UPSC SOCIOLOGY MAINS SYLLABUS
Paper 2 – Section C – Social Changes in India
(vi) Population Dynamics:
a) Population size, growth, composition and distribution.
b) Components of population growth: birth, death, migration
c) Population policy and family planning.
d) Emerging issues: ageing, sex ratios, child and infant mortality, reproductive health.
The United Nations recently announced that the world population has crossed the 8 billion mark and that next year, India will overtake China and become the most populous nation in the world. Further, India’s population will continue to rise until 2064.
After assessing the 2001 census data with respect to various religions, large Hindu groups and political parties came up with a prediction that the adherents of the Indic religions would become a minority in India in 2061.This study has come as a wake-up call for Hindu groups in the country and has been the reason for the demand for a uniform population policy.
Recently, two Indian state governments – Uttar Pradesh and Assam – have advocated aggressive population control measures. This proposal pertains to pursuing a two-child policy for entitlement to state government benefits.
THE LEGAL SIDE
Article 22 of the 1969 Declaration on Social Progress and Development, adopted by the United Nations General Assembly in a resolution, ensures that couples have the right to choose freely and responsibly the number of children they will have. The policy to control and regulate the number of children violates such constitutional rights as Article 16 (equal opportunity in matters of public employment) and Article 21 (protection of life and liberty).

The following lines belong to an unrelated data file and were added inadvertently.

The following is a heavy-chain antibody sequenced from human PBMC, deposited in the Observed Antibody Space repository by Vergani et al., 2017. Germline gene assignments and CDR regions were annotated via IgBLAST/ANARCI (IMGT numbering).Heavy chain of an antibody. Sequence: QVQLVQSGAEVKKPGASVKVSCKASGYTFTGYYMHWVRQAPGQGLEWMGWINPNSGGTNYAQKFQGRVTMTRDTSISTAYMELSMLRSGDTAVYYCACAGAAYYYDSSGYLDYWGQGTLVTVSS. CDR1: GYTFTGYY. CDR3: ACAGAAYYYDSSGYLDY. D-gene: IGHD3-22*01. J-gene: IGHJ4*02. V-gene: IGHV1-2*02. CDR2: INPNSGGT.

The population control bill of 2019, which was withdrawn in 2022, proposed a two-child policy per couple and aimed to incentivise its adoption through educational benefits, free healthcare, better employment opportunities, home loans, and tax cuts.
IS THE SUPREME COURT IN FAVOUR OF POPULATION CONTROL POLICY ?
In 2018, the Supreme Court dismissed a petition asking the court to direct the Centre to make the two-child policy mandatory throughout the country in order to ensure strict population control.
India’s population growth rate has indeed declined. Apart from the government’s National Programme for Family Planning, the reason for the declining fertility rate in India is also people’s perception of small families. Although no ‘One Child Policy’ has been drawn up and imposed in India like China, the National Family Health Survey-5 has revealed that the fertility rate in the 29 states and union territories of the country ranges between 1.1 to 1.9. This is a positive aspect of the Government of India in controlling population growth.
To curb India’s population growth, the Government of India must ensure public health services, female literacy, and employment. India needs to focus on exploiting its demographic dividend rather than worry about it. Eg: Skill development programme for youth. Education of women also plays a role, both in case of fertility rates as well as age of mother at the time of birth of first child. There should be a clear understanding that offering choices and services rather than outright state control works best.